ExtraTerrestrial Lifeforms: A Religious View – OpEd


After the death of the Prophet Muhammad’s son Ibrahim, his companions tried to comfort him by saying that the sun eclipsed due to the greatness of  his loss. The Prophet corrected them by reminding them that the sun and moon are signs of God; and to not add any superstitions to why an eclipse happens. A very wise religious lesson. 

On the other hand, on February 13 in 1633, Italian astronomer Galileo Galilei arrived in Rome for a trial before the Roman Catholic Inquisition, accused of defending Copernican theory that the Earth revolved around the sun, instead of the other way around. Galileo was found to be suspected of heresy, and ended up being sentenced to a form of house arrest.

When the inquisition condemned Galileo for writing that the earth might not be the center of the solar system, the Roman Catholic Church was supporting the philosophy and science of the Greco-Roman world because it seemed to support the religious idea that the earth, life in general and human life in particular, should be the center of God’s world. 

Today very few religious people think that if the earth revolves around the sun, it makes humans less important to God. The value, meaning and importance of a human life is not a scientific issue; it is a religious issue. 

So too, when before the end of this decade, astronomical evidence of stars with earth-like planets, at the right distance from their star to have liquid water, and an atmosphere with oxygen, is found; there will be no need to deny the evidence and condemn the scientists as anti-religious. 

Religious people need to know that the Torah and the Qur’an clearly teach that the Living God created the whole universe to be conducive to the universal evolution of life. 

The Zabur of David says, “Your kingdom is a kingdom of all worlds; and Your dominion is for all generations.” (Zabur-Psalms 145:13); and the Qur’an says, “We have not sent you but as a blessing for all the worlds.” (Al-Anbiya 107). Muslim commentators say this refers to the 18.000 worlds created by Allah. Our world is one of them. (Mir’at-e-Kainat, vol.1, p.77) 

“The number of potentially habitable planets in our galaxy is much greater if we can expect to find several of them around each low-mass star — instead of looking at ten stars to look for a single potentially habitable planet, we now know we can look at just one star and find several of them,” adds co-author Rory Barnes. Compact systems around Sun-like stars have been found to be abundant in the Milky Way. 

Unlike the Italian inquisition’s condemnation of Galileo, no Muslim or Jewish astronomer was ever condemned by a Muslim or Jewish inquisition, because Jews and Muslims never had an institution like the inquisition. 

Giordano Bruno (1548 – 1600) an Italian Dominican friar, mathematician, poet, cosmological theorist, and Hermetic occultist. He is known for his cosmological theories, which extended the Copernican model. He proposed that stars were distant suns surrounded by their own planets, and he raised the possibility that these planets might foster life of their own, a cosmological position known as cosmic pluralism. He also insisted that the universe is infinite and could have no “center”.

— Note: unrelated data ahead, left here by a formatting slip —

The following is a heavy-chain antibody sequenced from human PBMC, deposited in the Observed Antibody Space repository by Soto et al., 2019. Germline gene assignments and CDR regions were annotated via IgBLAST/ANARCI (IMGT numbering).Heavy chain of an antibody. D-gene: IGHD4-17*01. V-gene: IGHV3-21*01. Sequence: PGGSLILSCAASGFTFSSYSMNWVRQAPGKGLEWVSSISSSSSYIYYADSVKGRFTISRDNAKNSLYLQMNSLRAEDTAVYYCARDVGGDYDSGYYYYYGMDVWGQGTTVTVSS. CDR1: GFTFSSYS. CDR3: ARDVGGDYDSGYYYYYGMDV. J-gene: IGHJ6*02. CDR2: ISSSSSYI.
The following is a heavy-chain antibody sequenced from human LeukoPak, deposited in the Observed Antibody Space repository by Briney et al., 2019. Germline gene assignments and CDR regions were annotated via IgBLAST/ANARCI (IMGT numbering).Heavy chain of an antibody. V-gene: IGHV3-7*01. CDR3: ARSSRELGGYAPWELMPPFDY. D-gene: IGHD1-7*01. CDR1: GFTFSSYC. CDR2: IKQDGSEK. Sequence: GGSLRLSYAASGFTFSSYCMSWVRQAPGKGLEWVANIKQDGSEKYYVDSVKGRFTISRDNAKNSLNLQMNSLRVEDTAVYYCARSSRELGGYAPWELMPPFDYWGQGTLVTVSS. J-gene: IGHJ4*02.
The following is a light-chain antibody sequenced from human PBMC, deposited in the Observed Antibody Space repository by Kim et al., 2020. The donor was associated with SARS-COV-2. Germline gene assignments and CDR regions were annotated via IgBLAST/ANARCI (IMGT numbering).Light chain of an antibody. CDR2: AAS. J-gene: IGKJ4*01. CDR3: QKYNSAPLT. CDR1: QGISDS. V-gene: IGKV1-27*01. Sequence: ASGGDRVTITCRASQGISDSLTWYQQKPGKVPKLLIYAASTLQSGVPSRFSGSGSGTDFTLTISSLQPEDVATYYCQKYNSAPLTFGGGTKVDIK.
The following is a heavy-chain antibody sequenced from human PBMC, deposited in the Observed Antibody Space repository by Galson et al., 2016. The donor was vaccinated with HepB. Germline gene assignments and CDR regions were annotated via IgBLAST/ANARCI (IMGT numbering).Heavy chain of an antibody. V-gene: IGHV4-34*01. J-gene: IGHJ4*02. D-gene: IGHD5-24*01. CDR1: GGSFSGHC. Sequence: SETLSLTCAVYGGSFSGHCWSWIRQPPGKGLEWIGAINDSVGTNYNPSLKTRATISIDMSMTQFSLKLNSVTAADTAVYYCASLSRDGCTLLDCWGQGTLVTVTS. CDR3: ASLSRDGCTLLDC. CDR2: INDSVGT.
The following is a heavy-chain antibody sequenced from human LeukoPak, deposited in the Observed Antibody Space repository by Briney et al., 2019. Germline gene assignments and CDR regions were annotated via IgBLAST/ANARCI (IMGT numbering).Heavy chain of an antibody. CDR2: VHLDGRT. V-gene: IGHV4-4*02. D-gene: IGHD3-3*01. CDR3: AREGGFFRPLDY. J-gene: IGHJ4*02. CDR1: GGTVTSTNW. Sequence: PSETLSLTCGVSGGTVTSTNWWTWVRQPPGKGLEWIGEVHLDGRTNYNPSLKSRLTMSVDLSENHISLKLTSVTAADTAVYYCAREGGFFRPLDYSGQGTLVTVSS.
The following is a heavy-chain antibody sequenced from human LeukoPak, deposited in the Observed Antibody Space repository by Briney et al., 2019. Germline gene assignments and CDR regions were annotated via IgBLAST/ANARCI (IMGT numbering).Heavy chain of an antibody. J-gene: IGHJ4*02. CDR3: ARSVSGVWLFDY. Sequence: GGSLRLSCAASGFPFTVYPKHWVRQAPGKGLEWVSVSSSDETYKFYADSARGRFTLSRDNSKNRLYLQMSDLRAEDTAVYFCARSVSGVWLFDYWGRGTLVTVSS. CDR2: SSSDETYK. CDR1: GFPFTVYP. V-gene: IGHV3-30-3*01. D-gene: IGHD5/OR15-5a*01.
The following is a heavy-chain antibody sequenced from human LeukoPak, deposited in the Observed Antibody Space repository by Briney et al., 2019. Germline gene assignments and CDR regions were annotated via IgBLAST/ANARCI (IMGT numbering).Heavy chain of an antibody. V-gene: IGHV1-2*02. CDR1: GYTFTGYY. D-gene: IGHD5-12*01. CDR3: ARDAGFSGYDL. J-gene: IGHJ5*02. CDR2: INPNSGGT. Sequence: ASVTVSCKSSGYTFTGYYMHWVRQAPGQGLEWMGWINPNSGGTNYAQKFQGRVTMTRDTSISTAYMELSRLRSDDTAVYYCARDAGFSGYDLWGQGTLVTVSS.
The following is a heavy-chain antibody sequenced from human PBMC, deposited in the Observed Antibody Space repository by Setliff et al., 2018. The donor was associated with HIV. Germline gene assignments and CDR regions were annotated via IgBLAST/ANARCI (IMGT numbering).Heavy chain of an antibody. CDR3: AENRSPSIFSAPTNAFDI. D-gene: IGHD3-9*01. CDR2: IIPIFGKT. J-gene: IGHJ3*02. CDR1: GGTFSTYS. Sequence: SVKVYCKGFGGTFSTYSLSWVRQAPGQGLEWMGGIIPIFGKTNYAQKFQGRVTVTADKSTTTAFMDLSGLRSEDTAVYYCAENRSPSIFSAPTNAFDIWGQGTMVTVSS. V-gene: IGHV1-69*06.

Starting in 1593, Bruno was tried for heresy by the Roman Inquisition on charges of denial of several core Catholic doctrines, including eternal damnation, the Trinity, the divinity of Christ,  the virginity of Mary and reincarnation. The Inquisition found him guilty, and he was burned at the stake in Rome in 1600. After his death, he gained considerable fame, being particularly celebrated by 19th- and 20th-century commentators who regarded him as a martyr for modern science.

Also, because both Muslims and Jews had many philosophers who were critics of  Aristotle’s and Ptolemy’s science, most Medieval Jewish and Muslim religious leaders did not feel they had to prevent new science from disagreeing with classical Greek science. 

For them it was evident that, as it is written in the Zabur of Prophet David, King of Israel; “The heavens declare the glory of God. The universe proclaims God’s handiwork.” (Psalms 19:2) And as the Qur’an proclaims over and over again, “Whatever is in the heavens and whatever is on the earth exalts Allah” (Qur’an 57:1, 61:1, and 64:1)

New discoveries will always change the scientific understanding of God’s universe; but the religious  belief that the whole universe exalts God and reveals God’s glory will always remain the same. 

One of the first studies of images captured by Nasa’s new James Webb Space Telescope found that there were 10 times more galaxies just like our own Milky Way in the early Universe than previously thought. This just provides more evidence that God’s creation is more and more amazing. 

Or as the great poet Jalal al-Din al-Rumi taught, “Ritual prayer can be different in every religion, but (monotheistic) belief never changes.” (Fihi Mafih)  

Rabbi Allen S. Maller

Allen Maller retired in 2006 after 39 years as Rabbi of Temple Akiba in Culver City, Calif. He is the author of an introduction to Jewish mysticism. God. Sex and Kabbalah and editor of the Tikun series of High Holy Day prayerbooks.

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